Graham Skipper on 'Re-Animator: The Musical,' 'NHL 98,' and Hawaiian shirts
“I was always in Hawaiian shirts. I don’t know why.”
Graham Skipper never thought he’d end up in horror movies.
Yet the actor has made quite a name for himself in the genre over the past decade. His latest project Dementia: Part II, premiered via on-demand and digital on June 1. Funnily enough, it all started with musical theater.
“Getting cast, and being directed, by one of my heroes (Stuart Gordon) in a musical based on one of my favorite movies, and playing one of my favorite horror characters, was quite literally life-changing,” Skipper tells Inverse about his breakthrough role as Herbert West in Re-Animator: The Musical.
Melding his love of horror movies with musical theater set him on the path he’s on now — having starred in such indie genre darlings as 2013’s Almost Human and 2016’s Beyond the Gates, while writing and directing the 2017 sci-fi flick Sequence Break.
His latest is Dementia: Part II, which was created, financed, and shot during a five-week time span as part of Chicago’s first Cinepocalypse Film Festival back in 2017. In it, Skipper stars opposite Matt Mercer (who co-directs with Mike Testin) as Reggie, a profane, sleazeball of a parole officer looking after a man named Wendell (Mercer) who was recently released from prison. What starts as Wendell’s attempt at finding paid work, assisting with an elderly widow’s household chores, turns into a bonkers, gore-filled ride.
To commemorate the film’s release, Inverse spoke with Skipper about the project, his formative years, ‘90s video games, and Hawaiian shirts. So many Hawaiian shirts.
What kind of a kid were you?
I was a super nerd. I loved video games. I love watching movies. I vastly preferred staying indoors to being outside. Pretty much every weekend, it was me and my group of six friends, and we would all get together and play whatever the best video game that we had available to us was. I think the biggest one was NHL 98.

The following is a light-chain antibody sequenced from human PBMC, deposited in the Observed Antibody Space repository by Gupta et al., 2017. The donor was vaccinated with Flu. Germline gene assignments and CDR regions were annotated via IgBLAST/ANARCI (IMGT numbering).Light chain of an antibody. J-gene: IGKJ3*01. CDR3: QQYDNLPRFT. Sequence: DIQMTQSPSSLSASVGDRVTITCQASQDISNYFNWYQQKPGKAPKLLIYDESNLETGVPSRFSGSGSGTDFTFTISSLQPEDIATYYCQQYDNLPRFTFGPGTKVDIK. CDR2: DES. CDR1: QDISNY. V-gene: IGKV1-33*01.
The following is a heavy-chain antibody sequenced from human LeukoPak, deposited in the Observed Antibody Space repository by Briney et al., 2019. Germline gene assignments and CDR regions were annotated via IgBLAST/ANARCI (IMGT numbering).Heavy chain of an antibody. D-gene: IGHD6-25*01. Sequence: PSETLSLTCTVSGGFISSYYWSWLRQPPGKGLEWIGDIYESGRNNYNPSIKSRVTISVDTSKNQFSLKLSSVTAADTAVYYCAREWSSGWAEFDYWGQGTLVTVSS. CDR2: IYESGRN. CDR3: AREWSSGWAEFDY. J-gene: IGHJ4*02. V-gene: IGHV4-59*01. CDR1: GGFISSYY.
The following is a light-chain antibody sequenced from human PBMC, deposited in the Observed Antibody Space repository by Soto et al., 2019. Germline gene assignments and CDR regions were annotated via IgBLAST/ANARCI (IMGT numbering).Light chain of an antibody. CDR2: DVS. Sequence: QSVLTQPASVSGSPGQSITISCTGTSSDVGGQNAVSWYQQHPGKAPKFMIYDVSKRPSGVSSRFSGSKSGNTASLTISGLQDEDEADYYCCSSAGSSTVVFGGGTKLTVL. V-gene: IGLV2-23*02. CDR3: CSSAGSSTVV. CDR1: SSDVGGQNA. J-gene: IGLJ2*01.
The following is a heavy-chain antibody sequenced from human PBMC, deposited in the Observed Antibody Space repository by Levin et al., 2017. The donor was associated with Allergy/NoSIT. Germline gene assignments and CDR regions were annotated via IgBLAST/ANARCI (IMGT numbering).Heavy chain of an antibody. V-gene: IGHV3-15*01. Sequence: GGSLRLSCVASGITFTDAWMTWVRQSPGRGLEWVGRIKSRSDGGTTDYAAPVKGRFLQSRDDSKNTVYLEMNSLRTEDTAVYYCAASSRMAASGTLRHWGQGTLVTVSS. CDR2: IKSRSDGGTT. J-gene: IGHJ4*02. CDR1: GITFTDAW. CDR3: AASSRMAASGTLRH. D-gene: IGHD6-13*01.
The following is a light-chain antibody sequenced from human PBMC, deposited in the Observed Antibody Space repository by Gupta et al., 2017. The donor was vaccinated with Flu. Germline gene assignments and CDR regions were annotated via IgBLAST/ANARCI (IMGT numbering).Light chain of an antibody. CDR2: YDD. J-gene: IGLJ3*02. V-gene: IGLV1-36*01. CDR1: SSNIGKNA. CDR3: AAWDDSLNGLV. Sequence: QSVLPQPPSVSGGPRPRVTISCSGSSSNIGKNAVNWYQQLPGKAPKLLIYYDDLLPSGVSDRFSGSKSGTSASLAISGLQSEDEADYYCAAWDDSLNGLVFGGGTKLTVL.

What was your favorite band when you were 15-years-old?
It's not exactly a band, but definitely the album I probably listened to the most of was the Jekyll and Hyde soundtrack. Also, I was really into the Metallica S&M album.
What piece of clothing did you wear too often in high school?
Hawaiian shirts. I was always in Hawaiian shirts. I don’t know why. I just wore Hawaiian shirts all the time. In fact, it was so much of my aesthetic that when I took my senior class pictures, I took one in a Hawaiian shirt because I was — again, let's see — a big nerd.
What is your first memory of the internet?
So I was in Cub Scouts. I remember one day we were over one of the troop members’ house. He said, “Hey, my dad's got this new thing called Prodigy.” And we were like, “What's that?” And he said, “It’s crazy! You get on your computer and then you can talk to people anywhere in the world!” And we're like, “Really?!” And he’s like, “Yeah! You just get on and you can chat with people.” And we said, “Well, can we do that?” And then he said, “Yeah, let's get on!”
We tried to think of the furthest away place that we could possibly think of. And so we thought of Minnesota. And really, it was just us going, “Is anybody here from Minnesota?” I remember I went home and I was like, “Do you guys do have a Prodigy?” And pretty soon we had AOL in our house.
What is a truth about love you believed when you were 15?
Well, I'll tell you this: When me and my group of friends saw our first porno movie — which my dad had given us, weirdly — we decided that it had to be fake. This had to be Hollywood special effects because nobody would ever have sex on camera. And then we figured out, “Well, no. I guess they really are having sex.”